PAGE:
The greatest show of love

By Colleen Holt

For members of the Zoppé family of Greenbrier, every day is “Take Your Pet to Work Day,” considering that humans and animals alike are members of a ninth-generation circus family that started in Italy and tours across the country and abroad.

The Piccolo Zoppé boutique circus is just one part of a larger circus family that has been around for 180 years. The current configuration of animals in this show includes six horses and 11 dogs. These animals may be trained performers, but more importantly, they are beloved members of the family.

Tosca Zoppé has three draft horses and three miniature horses with her husband, Jay Walther. In the circus, Tosca is an equestrian ballerina, and Jay is a clown. “The pets are part of our family. We are passionate about our animals. When we take on a new horse or a new dog, they become family,” she said. “Yes, we work with the animals, but it is like communion with each other. I don’t choose the horse. The horse chooses me.”

One example of this is the story of a beautiful white horse named Toulouse. Tosca and Jay said they had gone to look at two black draft horses in Texas. Upon arriving, the black horses “could care less that we were there,” Jay said. However, a white horse in the field came right up to Tosca and nuzzled her, even going so far as to push the black horses away if they came close. “I told Jay, ‘We’re buying three horses today. He has chosen me.’” Toulouse is Tosca’s current performing horse.

Tosca said her horses also choose what, if anything, they will do in the circus. The two black draft horses, for instance, were not happy in or around the ring, even after a year of watching the rest of the horses perform. The horses eventually found their calling with a family in Northeast Arkansas. This family had 100 acres and 12 children — some of whom were adopted — and the horses are now happy, pulling wagons for the children. One horse, in fact, completely bonded with one of the children who has autism.

Those that choose a circus life get really excited when they are sitting in the chute and they hear their music playing. “You have to get a bond first. You can’t just look at 20 horses and say everyone is going to do what they’re going to do,” Tosca said. “They’ll come up with what they will do. They might pick up the bucket or get on the pedestal. You have to go in and play with them. It’s amazing what’s going to come out of that. They have a mind of their own and a personality of their own.”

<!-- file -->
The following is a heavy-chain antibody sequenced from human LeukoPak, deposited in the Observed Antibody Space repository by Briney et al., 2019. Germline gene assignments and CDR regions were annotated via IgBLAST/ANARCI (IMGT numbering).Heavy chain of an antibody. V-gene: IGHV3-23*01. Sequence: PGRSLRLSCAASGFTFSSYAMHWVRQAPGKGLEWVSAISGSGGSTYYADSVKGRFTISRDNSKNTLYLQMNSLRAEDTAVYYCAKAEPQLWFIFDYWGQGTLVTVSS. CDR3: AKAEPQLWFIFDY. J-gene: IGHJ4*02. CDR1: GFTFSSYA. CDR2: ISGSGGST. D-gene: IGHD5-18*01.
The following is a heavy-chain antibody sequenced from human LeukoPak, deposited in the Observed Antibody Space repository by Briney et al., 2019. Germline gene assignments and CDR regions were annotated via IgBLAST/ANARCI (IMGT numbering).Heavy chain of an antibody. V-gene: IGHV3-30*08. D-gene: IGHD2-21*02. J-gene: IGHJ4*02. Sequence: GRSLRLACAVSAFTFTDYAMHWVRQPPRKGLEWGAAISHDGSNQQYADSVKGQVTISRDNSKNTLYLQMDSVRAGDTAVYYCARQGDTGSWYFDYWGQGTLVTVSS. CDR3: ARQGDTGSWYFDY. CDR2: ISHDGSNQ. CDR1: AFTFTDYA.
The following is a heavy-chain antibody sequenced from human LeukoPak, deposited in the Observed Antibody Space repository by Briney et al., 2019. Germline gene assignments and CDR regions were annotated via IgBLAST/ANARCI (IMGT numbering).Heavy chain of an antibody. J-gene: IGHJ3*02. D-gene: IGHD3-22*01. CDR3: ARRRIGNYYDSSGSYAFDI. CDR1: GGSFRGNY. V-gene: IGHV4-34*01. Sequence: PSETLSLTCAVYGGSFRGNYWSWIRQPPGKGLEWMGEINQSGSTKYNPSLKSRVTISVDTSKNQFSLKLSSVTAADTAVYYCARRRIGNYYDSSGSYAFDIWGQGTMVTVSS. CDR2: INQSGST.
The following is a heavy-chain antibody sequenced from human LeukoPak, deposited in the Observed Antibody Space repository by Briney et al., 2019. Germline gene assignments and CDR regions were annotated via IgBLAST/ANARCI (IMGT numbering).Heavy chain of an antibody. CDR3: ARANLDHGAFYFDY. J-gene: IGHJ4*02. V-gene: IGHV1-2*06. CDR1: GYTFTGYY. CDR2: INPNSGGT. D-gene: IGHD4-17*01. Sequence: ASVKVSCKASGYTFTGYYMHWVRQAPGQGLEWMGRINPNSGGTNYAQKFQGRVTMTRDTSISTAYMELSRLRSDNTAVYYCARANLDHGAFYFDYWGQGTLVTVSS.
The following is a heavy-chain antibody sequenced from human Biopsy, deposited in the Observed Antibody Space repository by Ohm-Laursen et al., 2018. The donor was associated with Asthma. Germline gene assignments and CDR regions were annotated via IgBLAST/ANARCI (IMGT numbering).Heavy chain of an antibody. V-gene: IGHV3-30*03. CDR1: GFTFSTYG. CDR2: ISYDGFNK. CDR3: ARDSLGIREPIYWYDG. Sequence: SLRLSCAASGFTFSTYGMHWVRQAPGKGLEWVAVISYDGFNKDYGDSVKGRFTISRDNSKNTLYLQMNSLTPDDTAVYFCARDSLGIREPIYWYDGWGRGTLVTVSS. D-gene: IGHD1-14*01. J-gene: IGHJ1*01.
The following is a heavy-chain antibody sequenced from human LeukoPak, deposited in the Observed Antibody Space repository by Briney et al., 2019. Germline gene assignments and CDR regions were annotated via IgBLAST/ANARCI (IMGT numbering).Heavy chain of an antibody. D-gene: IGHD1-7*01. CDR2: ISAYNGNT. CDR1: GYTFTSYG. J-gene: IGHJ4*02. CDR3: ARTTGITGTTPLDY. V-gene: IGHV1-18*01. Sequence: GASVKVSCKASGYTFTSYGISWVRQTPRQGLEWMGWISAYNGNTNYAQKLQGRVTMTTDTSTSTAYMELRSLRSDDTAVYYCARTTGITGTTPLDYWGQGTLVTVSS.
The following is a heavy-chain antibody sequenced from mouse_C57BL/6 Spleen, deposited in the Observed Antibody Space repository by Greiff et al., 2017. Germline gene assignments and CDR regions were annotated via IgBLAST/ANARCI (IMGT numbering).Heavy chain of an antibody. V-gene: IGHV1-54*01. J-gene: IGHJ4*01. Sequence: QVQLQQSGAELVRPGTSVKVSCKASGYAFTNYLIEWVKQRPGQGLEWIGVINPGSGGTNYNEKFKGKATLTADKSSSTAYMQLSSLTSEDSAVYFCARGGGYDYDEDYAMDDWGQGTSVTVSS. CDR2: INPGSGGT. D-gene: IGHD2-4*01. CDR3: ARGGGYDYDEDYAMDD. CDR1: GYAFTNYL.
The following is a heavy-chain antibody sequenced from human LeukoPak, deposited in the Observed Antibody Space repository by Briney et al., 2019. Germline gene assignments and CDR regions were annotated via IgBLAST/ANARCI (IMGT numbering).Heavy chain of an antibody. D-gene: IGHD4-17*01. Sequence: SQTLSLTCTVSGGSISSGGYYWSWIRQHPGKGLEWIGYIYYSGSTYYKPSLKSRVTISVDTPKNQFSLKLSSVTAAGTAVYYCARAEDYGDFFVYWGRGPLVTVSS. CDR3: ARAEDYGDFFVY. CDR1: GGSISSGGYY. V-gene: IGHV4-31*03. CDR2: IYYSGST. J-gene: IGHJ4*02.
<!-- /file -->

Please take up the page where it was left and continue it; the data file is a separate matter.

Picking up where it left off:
When it comes to the dogs, they are the domain of Tosca’s older sister, Carla. She has eight poodles (both standard and miniature), a blue heeler/border collie mix and a Jack Russell terrier. Three of the dogs are rescues. One of the dogs, Zsa Zsa, is a poodle mixed with Chihuahua. Carla is also a former equestrian ballerina.

“When I get a dog, I don’t just pick one. They pick me,” Carla said, snuggling Zsa Zsa. “They’re not just props. They’re actually our babies.”

As with the horses, the dogs choose what they will or won’t do in the ring. Zsa Zsa, for instance, was not interested in anything to do with the sights and sounds of the circus after having been scared by the noise of fireworks near her home. “I left her out (of the ring) for a year, but she was watching every day. Now she’s doing things I never taught her to do.”

Being in a one-ring configuration, Carla said she started with seven dogs and then was up to 16 after about a year and a half. A favorite story is about her smallest poodle, who had been practicing riding in the wagon. All of a sudden, she jumped out of the wagon and decided to go down the slide with the bigger dogs.

“It’s funny how they’re all so different. They are so much like kids,” she said. Tosca added, “They’re animals. They’re not going to be perfect. They’re going to do what they want, and the audience laughs and loves it. That’s life!”

The sisters agreed that observation is the best way to train an animal for a circus job, which is something they learned from their father, Alberto. “It’s always good to have older animals around when you get new horses. It’s good to have an old soul. Just like people, they need a mentor,” Tosca said.

The Piccolo Zoppé boutique circus harkens back to earlier times in Italy when the circus was presented in more intimate one-ring settings. Their website describes the circus as “petite and unique. You will become enchanted with our performance and, before you leave, you will be part of our family.”

When Carla was born, her parents, Alberto and Sandra Zoppé, had a dog and horse act, and they also had a duck, a cat and a rooster. Having performed largely out of state, the Zoppés moved to Greenbrier on Christmas Eve 1984, with children Carla, Giovanni and Tosca. The children all have circus careers, although their parents did not push them toward that life. “The ring is made of sawdust, and I guess we have sawdust in our blood,” Tosca said.

Both of the girls began riding horses at an early age. “I learned to ride on a white Arabian,” Carla said. Carla fondly remembers times of sitting in pastures with their horses. “Horses are just addictive. It’s the bonding thing,” said Carla.

“They can feel your heartbeat from four feet away,” said Tosca. “Everything in life for me is about this connection.”